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Nicaragua Presidential Election Could Return Sandinista Chief Ortega to Power


Former leftist Nicaraguan leader Daniel Ortega could return to power if he wins Sunday's presidential election. The opposition is divided and Ortega appears to hold a strong enough lead to give him a first round victory. The prospect of the Sandinista leader's return to power has set off alarms in Washington.

To the tune of John Lennon's "Give Peace A Chance", Daniel Ortega may be headed for victory Sunday -- bringing the former leftist leader back to power after 16 years -- and three unsuccessful attempts at winning the presidency.

His chances are good because he faces a divided opposition and his Sandinista party is effective in turning out the vote, says Michael Shifter of the Inter American Dialogue.

"He's got a machine, he's got the Sandinista party apparatus that operates quite well, and operates throughout the country. There's a sense of loyalty that people have, there's a sense that if he wins they are going to get some benefits. And I also think he has a message of greater social justice that resonates in a place like Nicaragua that has had very difficult economic times," said Shifter.

The Sandinistas came to power in 1979 after a revolt that overthrew a right-wing dictatorship. Enjoying popular support at first, Ortega presided over the Marxist government during the 1980s, and drew support from Cuba and the former Soviet Union.

Nicaragua became a Cold War battlefield as the United States sponsored rebels -- known as contras -- to overthrow the Sandinistas. The conflict ended when Ortega agreed to free elections, and then lost the 1990 presidential contest to conservative Violeta Chamorro.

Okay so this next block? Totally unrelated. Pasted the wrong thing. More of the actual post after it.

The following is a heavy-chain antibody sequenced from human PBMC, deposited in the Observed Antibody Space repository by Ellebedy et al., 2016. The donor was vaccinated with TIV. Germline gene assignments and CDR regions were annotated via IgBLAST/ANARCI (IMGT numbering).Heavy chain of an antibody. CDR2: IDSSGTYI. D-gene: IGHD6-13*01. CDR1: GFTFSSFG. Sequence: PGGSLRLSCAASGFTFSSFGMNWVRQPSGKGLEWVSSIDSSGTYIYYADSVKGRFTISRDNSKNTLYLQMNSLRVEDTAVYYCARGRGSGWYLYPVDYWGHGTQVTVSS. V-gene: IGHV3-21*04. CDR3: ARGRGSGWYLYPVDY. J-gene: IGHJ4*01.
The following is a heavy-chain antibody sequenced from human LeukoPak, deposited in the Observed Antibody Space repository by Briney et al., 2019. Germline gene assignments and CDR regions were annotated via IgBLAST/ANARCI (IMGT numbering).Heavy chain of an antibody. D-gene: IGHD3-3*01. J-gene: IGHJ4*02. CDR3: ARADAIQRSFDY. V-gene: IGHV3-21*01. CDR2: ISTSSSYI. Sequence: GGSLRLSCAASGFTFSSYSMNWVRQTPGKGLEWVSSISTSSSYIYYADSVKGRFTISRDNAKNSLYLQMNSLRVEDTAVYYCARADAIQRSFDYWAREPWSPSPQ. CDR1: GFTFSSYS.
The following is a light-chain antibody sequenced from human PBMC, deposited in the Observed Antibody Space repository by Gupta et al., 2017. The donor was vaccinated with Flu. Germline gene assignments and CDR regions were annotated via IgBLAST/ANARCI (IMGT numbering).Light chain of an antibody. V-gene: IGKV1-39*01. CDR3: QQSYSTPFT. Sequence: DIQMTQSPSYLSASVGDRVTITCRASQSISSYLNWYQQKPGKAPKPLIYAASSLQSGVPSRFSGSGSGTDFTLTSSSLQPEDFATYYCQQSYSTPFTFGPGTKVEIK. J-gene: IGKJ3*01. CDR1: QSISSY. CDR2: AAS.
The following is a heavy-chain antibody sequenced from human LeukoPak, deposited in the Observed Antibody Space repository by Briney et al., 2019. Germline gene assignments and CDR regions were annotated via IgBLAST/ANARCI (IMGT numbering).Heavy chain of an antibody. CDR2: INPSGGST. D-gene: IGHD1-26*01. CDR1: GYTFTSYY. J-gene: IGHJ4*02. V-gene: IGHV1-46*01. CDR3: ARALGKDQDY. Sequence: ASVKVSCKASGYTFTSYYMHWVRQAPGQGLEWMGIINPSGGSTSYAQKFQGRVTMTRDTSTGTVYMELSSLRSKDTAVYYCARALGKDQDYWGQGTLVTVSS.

The prospect of Ortega's return to power has alarmed some, including Roger Noriega who served as the State Department's point-man for Latin America in the first term of the Bush administration. Now with the American Enterprise Institute, Noriega predicts disaster if Ortega is elected president.

"I really don't see anything positive coming from his victory,” he says. “I think he'll drive away capital, I think he'll have to use strong arm tactics to try to run the country which I think will polarize Nicaragua even further. It will be very, very bad news for the Nicaraguan people and Central America in general."

U.S. Commerce Secretary Carlos Gutierrez recently warned that Nicaragua's free trade agreement with the United States might be jeopardized by the victory of what he called a "strongman". And some Republican Congressmen have called for blocking remittances to Nicaragua if the Sandinista leader wins.

Michael Shifter believes these calls are counterproductive. "I think sometimes the overreaction with Nicaragua is not very productive for the United States and I think contrasts sharply with the way the U.S. has behaved towards other elections in Latin America which I think has been admirable, restrained, low-key."

But others believe an Ortega victory will have consequences. Roger Noriega says, "I really think he doesn't represent any sort of substantial security threat but it's not unimportant the impact he'll have on Central America."

At the State Department, spokesman Sean McCormack said Thursday whoever is elected president in Nicaragua should be up to the Nicaraguan people. "We're not trying to shade opinion or to try to take a position. This is a democratic election."

Meanwhile, in Nicaragua, Daniel Ortega is hoping for a first round victory. He needs to receive just 35 percent of the vote Sunday and be five points ahead of his nearest rival to win the presidency.

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